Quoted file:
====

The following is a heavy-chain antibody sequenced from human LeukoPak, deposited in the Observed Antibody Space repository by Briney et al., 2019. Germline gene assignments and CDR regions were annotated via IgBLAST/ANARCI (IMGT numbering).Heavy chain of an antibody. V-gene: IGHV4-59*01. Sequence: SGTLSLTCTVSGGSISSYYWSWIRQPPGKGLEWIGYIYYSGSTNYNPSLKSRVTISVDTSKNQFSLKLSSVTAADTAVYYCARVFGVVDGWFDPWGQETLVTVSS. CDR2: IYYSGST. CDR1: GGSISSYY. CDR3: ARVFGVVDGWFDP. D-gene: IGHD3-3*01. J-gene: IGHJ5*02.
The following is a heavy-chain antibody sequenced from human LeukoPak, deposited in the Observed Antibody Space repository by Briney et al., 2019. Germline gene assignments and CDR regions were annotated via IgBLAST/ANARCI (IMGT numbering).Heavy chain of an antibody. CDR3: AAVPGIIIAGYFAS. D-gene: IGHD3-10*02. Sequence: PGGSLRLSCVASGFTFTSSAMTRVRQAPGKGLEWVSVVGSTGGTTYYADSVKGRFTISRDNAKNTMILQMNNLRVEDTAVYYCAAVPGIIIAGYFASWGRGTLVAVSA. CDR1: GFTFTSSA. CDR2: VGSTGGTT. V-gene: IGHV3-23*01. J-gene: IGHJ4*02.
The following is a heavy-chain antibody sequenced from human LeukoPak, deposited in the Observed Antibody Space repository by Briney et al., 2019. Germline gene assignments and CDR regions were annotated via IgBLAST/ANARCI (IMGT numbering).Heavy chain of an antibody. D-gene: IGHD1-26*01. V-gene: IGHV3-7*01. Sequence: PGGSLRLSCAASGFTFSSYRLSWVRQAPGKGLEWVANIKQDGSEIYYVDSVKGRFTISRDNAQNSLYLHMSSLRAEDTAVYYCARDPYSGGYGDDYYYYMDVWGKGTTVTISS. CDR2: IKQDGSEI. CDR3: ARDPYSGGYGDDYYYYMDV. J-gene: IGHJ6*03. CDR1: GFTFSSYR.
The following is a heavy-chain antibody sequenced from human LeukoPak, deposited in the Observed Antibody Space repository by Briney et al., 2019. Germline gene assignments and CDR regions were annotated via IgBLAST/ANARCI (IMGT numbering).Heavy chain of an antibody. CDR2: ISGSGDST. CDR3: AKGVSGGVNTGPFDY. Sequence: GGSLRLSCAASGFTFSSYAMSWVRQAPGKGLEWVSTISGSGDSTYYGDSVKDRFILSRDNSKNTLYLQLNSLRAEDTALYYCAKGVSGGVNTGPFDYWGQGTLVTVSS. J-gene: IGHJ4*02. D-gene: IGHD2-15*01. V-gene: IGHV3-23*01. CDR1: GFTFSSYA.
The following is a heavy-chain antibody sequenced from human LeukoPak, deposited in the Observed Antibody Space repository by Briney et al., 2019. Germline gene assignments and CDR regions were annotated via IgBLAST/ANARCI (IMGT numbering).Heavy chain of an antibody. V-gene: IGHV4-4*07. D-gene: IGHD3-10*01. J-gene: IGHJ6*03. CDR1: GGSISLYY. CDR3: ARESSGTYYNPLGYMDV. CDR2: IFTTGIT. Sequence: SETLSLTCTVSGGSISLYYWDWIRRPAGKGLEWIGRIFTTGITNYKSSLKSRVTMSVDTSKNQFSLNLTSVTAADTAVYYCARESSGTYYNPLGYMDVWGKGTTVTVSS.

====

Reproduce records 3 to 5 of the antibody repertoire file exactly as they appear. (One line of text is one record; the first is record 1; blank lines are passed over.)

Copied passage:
The following is a heavy-chain antibody sequenced from human LeukoPak, deposited in the Observed Antibody Space repository by Briney et al., 2019. Germline gene assignments and CDR regions were annotated via IgBLAST/ANARCI (IMGT numbering).Heavy chain of an antibody. D-gene: IGHD1-26*01. V-gene: IGHV3-7*01. Sequence: PGGSLRLSCAASGFTFSSYRLSWVRQAPGKGLEWVANIKQDGSEIYYVDSVKGRFTISRDNAQNSLYLHMSSLRAEDTAVYYCARDPYSGGYGDDYYYYMDVWGKGTTVTISS. CDR2: IKQDGSEI. CDR3: ARDPYSGGYGDDYYYYMDV. J-gene: IGHJ6*03. CDR1: GFTFSSYR.
The following is a heavy-chain antibody sequenced from human LeukoPak, deposited in the Observed Antibody Space repository by Briney et al., 2019. Germline gene assignments and CDR regions were annotated via IgBLAST/ANARCI (IMGT numbering).Heavy chain of an antibody. CDR2: ISGSGDST. CDR3: AKGVSGGVNTGPFDY. Sequence: GGSLRLSCAASGFTFSSYAMSWVRQAPGKGLEWVSTISGSGDSTYYGDSVKDRFILSRDNSKNTLYLQLNSLRAEDTALYYCAKGVSGGVNTGPFDYWGQGTLVTVSS. J-gene: IGHJ4*02. D-gene: IGHD2-15*01. V-gene: IGHV3-23*01. CDR1: GFTFSSYA.
The following is a heavy-chain antibody sequenced from human LeukoPak, deposited in the Observed Antibody Space repository by Briney et al., 2019. Germline gene assignments and CDR regions were annotated via IgBLAST/ANARCI (IMGT numbering).Heavy chain of an antibody. V-gene: IGHV4-4*07. D-gene: IGHD3-10*01. J-gene: IGHJ6*03. CDR1: GGSISLYY. CDR3: ARESSGTYYNPLGYMDV. CDR2: IFTTGIT. Sequence: SETLSLTCTVSGGSISLYYWDWIRRPAGKGLEWIGRIFTTGITNYKSSLKSRVTMSVDTSKNQFSLNLTSVTAADTAVYYCARESSGTYYNPLGYMDVWGKGTTVTVSS.